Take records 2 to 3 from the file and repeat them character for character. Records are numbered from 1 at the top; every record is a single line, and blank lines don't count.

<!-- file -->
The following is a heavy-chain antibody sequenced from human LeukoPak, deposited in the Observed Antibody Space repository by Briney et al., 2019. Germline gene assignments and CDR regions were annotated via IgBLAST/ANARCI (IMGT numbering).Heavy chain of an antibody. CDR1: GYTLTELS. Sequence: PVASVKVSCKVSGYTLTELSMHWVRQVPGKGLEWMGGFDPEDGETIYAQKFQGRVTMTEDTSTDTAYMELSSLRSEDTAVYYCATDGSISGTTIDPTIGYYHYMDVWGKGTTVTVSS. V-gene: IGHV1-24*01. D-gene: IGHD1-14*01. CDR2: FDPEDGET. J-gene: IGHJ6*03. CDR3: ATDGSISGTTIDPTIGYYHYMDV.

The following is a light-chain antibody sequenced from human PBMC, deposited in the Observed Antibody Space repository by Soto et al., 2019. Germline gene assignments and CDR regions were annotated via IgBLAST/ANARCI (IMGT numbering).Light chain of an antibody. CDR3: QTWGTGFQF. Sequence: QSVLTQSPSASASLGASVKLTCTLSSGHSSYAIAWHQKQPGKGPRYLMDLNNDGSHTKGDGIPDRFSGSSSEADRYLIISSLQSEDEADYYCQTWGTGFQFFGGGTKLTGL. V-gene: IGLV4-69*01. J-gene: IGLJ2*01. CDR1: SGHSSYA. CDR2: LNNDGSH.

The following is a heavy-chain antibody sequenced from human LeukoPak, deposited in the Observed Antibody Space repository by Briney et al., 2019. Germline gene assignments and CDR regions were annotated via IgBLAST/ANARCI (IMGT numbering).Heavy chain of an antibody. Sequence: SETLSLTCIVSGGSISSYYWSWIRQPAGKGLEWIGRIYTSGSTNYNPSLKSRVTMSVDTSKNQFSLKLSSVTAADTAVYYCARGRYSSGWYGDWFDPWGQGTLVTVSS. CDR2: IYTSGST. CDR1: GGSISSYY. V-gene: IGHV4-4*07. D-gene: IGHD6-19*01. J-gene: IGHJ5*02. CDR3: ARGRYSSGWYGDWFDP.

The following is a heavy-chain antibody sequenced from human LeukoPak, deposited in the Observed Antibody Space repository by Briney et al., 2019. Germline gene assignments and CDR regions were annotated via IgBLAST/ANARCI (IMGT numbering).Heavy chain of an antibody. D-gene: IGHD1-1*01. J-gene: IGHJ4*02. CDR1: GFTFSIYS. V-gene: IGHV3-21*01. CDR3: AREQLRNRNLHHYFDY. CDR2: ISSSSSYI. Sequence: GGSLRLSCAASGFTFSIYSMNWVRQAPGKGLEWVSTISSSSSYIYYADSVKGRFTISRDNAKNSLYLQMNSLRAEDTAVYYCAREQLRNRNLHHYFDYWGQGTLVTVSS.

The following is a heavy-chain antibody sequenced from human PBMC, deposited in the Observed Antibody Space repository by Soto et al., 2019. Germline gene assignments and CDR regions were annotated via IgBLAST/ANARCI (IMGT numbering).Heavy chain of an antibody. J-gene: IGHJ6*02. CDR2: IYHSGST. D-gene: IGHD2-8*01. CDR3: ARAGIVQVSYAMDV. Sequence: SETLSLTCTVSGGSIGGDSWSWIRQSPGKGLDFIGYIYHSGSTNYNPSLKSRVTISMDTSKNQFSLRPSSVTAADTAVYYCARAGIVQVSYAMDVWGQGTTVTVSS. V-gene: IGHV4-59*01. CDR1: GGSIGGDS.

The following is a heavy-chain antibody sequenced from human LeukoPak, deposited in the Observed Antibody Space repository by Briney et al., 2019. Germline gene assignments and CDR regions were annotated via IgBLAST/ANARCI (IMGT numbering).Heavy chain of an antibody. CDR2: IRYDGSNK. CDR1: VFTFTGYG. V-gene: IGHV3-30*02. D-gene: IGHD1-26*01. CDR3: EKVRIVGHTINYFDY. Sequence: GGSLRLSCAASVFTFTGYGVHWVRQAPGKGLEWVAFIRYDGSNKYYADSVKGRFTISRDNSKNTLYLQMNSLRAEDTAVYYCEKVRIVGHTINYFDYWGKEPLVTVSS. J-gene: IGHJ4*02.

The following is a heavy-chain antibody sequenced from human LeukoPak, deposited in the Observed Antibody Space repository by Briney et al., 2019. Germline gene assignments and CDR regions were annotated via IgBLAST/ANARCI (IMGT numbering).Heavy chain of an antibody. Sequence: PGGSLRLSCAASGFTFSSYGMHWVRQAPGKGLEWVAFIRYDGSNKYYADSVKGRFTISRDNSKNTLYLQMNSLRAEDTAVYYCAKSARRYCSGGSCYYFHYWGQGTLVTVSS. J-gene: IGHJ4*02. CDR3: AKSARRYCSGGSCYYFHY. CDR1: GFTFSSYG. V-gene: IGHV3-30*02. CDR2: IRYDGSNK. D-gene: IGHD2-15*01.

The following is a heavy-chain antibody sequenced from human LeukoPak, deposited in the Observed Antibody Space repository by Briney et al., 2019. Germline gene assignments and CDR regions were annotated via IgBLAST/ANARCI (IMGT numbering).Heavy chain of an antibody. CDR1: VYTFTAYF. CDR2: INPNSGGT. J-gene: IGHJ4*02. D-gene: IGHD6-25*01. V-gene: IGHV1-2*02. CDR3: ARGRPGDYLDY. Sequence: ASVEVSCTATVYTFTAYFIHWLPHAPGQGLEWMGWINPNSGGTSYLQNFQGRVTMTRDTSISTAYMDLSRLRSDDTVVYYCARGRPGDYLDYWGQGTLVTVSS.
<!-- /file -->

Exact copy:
The following is a light-chain antibody sequenced from human PBMC, deposited in the Observed Antibody Space repository by Soto et al., 2019. Germline gene assignments and CDR regions were annotated via IgBLAST/ANARCI (IMGT numbering).Light chain of an antibody. CDR3: QTWGTGFQF. Sequence: QSVLTQSPSASASLGASVKLTCTLSSGHSSYAIAWHQKQPGKGPRYLMDLNNDGSHTKGDGIPDRFSGSSSEADRYLIISSLQSEDEADYYCQTWGTGFQFFGGGTKLTGL. V-gene: IGLV4-69*01. J-gene: IGLJ2*01. CDR1: SGHSSYA. CDR2: LNNDGSH.

The following is a heavy-chain antibody sequenced from human LeukoPak, deposited in the Observed Antibody Space repository by Briney et al., 2019. Germline gene assignments and CDR regions were annotated via IgBLAST/ANARCI (IMGT numbering).Heavy chain of an antibody. Sequence: SETLSLTCIVSGGSISSYYWSWIRQPAGKGLEWIGRIYTSGSTNYNPSLKSRVTMSVDTSKNQFSLKLSSVTAADTAVYYCARGRYSSGWYGDWFDPWGQGTLVTVSS. CDR2: IYTSGST. CDR1: GGSISSYY. V-gene: IGHV4-4*07. D-gene: IGHD6-19*01. J-gene: IGHJ5*02. CDR3: ARGRYSSGWYGDWFDP.